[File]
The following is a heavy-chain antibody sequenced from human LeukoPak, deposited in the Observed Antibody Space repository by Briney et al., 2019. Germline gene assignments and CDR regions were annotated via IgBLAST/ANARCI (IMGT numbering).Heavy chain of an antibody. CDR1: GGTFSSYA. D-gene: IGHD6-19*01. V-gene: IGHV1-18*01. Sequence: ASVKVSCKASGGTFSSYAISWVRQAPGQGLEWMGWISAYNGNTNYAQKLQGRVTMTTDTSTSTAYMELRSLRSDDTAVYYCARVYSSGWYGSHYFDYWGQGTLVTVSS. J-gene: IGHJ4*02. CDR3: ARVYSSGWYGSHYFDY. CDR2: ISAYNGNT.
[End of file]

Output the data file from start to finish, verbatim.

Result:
The following is a heavy-chain antibody sequenced from human LeukoPak, deposited in the Observed Antibody Space repository by Briney et al., 2019. Germline gene assignments and CDR regions were annotated via IgBLAST/ANARCI (IMGT numbering).Heavy chain of an antibody. CDR1: GGTFSSYA. D-gene: IGHD6-19*01. V-gene: IGHV1-18*01. Sequence: ASVKVSCKASGGTFSSYAISWVRQAPGQGLEWMGWISAYNGNTNYAQKLQGRVTMTTDTSTSTAYMELRSLRSDDTAVYYCARVYSSGWYGSHYFDYWGQGTLVTVSS. J-gene: IGHJ4*02. CDR3: ARVYSSGWYGSHYFDY. CDR2: ISAYNGNT.